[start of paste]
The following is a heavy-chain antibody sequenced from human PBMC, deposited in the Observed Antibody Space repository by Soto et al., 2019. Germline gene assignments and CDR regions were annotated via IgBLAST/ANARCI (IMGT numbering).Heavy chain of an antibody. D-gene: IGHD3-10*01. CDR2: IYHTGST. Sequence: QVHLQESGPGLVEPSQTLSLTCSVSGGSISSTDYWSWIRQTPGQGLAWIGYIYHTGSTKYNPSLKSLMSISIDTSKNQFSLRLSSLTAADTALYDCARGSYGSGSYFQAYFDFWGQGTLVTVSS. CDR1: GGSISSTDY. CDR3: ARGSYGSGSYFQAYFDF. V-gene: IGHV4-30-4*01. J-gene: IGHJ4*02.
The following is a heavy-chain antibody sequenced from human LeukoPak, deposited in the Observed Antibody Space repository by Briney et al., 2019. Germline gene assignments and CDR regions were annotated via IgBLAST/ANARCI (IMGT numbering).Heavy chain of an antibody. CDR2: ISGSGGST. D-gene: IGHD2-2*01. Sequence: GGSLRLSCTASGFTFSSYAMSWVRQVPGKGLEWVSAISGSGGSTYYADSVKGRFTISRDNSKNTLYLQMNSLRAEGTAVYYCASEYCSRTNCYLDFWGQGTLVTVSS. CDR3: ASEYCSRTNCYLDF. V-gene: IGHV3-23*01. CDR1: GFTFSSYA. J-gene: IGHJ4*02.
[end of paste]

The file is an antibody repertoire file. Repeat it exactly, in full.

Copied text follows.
The following is a heavy-chain antibody sequenced from human PBMC, deposited in the Observed Antibody Space repository by Soto et al., 2019. Germline gene assignments and CDR regions were annotated via IgBLAST/ANARCI (IMGT numbering).Heavy chain of an antibody. D-gene: IGHD3-10*01. CDR2: IYHTGST. Sequence: QVHLQESGPGLVEPSQTLSLTCSVSGGSISSTDYWSWIRQTPGQGLAWIGYIYHTGSTKYNPSLKSLMSISIDTSKNQFSLRLSSLTAADTALYDCARGSYGSGSYFQAYFDFWGQGTLVTVSS. CDR1: GGSISSTDY. CDR3: ARGSYGSGSYFQAYFDF. V-gene: IGHV4-30-4*01. J-gene: IGHJ4*02.
The following is a heavy-chain antibody sequenced from human LeukoPak, deposited in the Observed Antibody Space repository by Briney et al., 2019. Germline gene assignments and CDR regions were annotated via IgBLAST/ANARCI (IMGT numbering).Heavy chain of an antibody. CDR2: ISGSGGST. D-gene: IGHD2-2*01. Sequence: GGSLRLSCTASGFTFSSYAMSWVRQVPGKGLEWVSAISGSGGSTYYADSVKGRFTISRDNSKNTLYLQMNSLRAEGTAVYYCASEYCSRTNCYLDFWGQGTLVTVSS. CDR3: ASEYCSRTNCYLDF. V-gene: IGHV3-23*01. CDR1: GFTFSSYA. J-gene: IGHJ4*02.